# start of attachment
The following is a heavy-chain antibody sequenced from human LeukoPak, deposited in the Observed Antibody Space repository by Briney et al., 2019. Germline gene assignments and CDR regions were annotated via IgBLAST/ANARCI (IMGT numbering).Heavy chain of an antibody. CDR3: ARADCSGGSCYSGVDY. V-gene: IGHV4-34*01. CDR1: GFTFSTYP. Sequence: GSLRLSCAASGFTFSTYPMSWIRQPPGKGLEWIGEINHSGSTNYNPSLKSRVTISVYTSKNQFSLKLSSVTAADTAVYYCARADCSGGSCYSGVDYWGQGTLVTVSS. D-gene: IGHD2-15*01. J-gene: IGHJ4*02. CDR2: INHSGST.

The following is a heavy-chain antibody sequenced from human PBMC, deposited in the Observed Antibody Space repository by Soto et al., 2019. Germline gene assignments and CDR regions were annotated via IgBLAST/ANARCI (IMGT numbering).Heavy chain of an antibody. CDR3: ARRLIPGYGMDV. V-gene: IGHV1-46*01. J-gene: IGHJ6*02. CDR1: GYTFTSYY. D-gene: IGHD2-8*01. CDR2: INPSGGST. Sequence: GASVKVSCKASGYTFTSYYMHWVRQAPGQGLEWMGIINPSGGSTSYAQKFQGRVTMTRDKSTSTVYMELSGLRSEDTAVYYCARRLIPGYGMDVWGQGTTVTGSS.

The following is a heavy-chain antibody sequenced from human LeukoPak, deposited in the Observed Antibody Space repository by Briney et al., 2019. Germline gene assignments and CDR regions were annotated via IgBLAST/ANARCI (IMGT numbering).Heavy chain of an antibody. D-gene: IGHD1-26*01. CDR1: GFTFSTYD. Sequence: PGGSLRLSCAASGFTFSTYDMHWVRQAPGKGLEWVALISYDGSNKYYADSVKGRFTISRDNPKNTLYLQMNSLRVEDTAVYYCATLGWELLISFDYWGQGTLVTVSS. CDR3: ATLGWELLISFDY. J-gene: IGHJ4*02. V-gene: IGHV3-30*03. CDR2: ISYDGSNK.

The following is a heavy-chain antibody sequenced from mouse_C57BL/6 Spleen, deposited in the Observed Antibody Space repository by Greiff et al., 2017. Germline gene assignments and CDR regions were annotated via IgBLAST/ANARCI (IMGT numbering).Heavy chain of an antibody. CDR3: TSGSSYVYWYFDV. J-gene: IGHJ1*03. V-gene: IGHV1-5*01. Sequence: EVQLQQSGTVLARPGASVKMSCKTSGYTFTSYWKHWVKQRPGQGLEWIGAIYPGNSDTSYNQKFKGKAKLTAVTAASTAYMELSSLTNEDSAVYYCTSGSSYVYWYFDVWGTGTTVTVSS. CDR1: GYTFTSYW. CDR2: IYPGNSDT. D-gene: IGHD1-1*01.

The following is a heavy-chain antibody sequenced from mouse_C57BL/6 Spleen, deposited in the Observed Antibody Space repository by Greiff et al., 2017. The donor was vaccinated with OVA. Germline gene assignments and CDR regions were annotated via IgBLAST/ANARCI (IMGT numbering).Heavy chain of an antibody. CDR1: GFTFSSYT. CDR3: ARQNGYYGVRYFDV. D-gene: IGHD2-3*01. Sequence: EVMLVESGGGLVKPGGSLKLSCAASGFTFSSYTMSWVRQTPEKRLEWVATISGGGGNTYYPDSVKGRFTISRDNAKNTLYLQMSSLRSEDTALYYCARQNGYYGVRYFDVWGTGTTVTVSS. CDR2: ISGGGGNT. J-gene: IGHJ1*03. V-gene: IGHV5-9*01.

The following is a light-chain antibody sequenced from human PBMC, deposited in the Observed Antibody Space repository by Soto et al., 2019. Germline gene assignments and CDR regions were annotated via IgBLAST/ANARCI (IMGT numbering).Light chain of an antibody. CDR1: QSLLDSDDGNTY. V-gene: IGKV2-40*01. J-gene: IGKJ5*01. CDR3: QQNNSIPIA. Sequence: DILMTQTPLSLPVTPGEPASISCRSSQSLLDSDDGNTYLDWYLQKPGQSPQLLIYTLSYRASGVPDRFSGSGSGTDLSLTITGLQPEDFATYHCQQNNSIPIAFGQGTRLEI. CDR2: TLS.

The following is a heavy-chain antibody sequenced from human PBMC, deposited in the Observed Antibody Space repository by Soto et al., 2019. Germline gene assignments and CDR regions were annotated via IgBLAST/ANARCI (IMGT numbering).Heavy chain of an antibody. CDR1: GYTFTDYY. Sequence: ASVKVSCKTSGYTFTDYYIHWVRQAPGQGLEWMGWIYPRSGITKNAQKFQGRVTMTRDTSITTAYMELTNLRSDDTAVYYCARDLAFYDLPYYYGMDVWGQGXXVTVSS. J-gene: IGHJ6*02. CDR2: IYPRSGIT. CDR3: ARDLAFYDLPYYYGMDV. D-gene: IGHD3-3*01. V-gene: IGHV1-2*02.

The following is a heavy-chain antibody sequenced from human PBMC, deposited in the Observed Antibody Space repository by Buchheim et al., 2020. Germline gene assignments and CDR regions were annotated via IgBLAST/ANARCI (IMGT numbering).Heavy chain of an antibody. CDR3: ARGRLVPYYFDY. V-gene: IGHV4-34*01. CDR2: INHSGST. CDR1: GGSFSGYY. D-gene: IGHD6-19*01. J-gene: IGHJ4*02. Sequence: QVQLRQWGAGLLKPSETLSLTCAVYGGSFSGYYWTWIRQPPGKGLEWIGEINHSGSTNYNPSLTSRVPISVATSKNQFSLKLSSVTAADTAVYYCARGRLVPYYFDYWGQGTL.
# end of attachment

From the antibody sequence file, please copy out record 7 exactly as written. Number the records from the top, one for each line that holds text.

The following is a heavy-chain antibody sequenced from human PBMC, deposited in the Observed Antibody Space repository by Soto et al., 2019. Germline gene assignments and CDR regions were annotated via IgBLAST/ANARCI (IMGT numbering).Heavy chain of an antibody. CDR1: GYTFTDYY. Sequence: ASVKVSCKTSGYTFTDYYIHWVRQAPGQGLEWMGWIYPRSGITKNAQKFQGRVTMTRDTSITTAYMELTNLRSDDTAVYYCARDLAFYDLPYYYGMDVWGQGXXVTVSS. J-gene: IGHJ6*02. CDR2: IYPRSGIT. CDR3: ARDLAFYDLPYYYGMDV. D-gene: IGHD3-3*01. V-gene: IGHV1-2*02.